Russo, trumpeter Buddy Childers and bassist Don Bagley. Among Kenton’s most significant arrangers of the time were Bill Russo, Bill Holman,
Johnny Richards and Gerry Mulligan. In contrast to the Innovations Orchestra of 1950-51 which included a large string section and
consistently forbidding arrangements, the 1952 orchestra often swung with the best, driven by drummer Stan Levey.
One of the joys of these broadcasts, in addition to the superior soloists, the enthusiastic sound of the ensembles and the colorful repertoire, are
Kenton’s announcements. While often witty, they are always informative and filled with obvious respect for his players.
Pointing out just a few highlights is difficult but here are some. Vol 6 includes Gerry Mulligan’s “Limelight,” excellent Konitz on “Blue Moon,”
swinging versions of “Round Robin” (featuring Candoli) and “Young Blood,” interplay by Maynard Ferguson and Sal Salvador on “Invention
For Guitar And Trumpet,” and spirited versions of “The Peanut Vendor” and “Intermission Riff.” Vol. 7’s “Bill’s Blues” shows that the 1952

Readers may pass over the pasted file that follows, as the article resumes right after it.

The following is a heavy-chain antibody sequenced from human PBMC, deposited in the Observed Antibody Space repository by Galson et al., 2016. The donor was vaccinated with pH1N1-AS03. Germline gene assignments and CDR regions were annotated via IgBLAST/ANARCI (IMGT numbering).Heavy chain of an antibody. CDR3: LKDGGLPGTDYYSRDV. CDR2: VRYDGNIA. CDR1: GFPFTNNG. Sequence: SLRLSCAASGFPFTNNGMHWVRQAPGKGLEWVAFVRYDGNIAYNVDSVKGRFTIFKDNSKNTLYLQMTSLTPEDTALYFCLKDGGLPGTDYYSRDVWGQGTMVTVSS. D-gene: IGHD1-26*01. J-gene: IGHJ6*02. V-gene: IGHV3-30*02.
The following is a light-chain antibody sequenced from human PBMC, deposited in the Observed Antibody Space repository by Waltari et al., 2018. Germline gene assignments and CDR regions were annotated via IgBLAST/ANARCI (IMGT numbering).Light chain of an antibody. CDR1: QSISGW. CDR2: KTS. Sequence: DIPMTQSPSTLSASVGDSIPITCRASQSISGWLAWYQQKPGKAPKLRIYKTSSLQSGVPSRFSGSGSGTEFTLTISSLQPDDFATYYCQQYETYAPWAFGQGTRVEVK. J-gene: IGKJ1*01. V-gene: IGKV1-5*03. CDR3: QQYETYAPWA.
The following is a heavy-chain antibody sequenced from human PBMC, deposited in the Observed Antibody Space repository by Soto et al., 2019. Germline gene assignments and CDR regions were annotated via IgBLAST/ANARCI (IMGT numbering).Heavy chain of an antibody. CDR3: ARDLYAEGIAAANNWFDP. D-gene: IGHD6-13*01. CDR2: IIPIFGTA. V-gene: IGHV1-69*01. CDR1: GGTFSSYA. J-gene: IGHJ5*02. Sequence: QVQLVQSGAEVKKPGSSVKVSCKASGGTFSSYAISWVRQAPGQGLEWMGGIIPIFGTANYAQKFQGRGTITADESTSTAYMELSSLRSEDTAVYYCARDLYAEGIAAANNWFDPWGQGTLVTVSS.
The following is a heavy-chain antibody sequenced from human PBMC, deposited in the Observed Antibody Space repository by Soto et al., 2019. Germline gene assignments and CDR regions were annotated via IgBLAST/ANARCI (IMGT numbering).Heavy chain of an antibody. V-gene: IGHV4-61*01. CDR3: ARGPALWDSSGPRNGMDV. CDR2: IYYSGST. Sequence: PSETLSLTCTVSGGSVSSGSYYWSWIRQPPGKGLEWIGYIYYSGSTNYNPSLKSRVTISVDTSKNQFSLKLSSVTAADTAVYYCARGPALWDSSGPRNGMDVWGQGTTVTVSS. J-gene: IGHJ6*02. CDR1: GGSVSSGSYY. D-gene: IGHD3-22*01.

Kenton orchestra often swung hard. This version features Candoli, Rosolino and Konitz. Vol. 7 also has some beautiful playing by Burgess on
“Solitaire” and Konitz on his showcase “My Lady.” Vol. 8 includes Mulligan’s “Young Blood” and “Swing House,” “Concerto To End All
Concertos” and an early version of “23 Degrees North, 82 Degrees West.” Maynard Ferguson’s wild playing on “What’s New,” baritonist Boots
Mussulli’s feature on “These Foolish Things and “Minor Riff” are included on Vol. 9. Vol. 10, which brings the series to Dec. 2, 1952, includes
Pete Rugolo’s “Impressionism,” “Francesca, “ Kamuca on “It’s The Talk Of The Town,” Rosolino on “Happy Talk,” and repeats of some of the
earlier selections with very different solos in most cases.
Stan Kenton collectors should consider his extensive Concerts In Miniature Series to be essential.

Weather Report was the longest lasting of the major fusion groups, surviving for 16 years (1970-86). Co-led by keyboardist Joe Zawinul and
Wayne Shorter (soprano and tenor), it started out as an almost avant-garde electric group. Weather Report found its way when Alphonso
Johnson was its bassist; he added grooves to the band’s sound. Weather Report was at its height during 1976-81 when Jaco Pastorius was its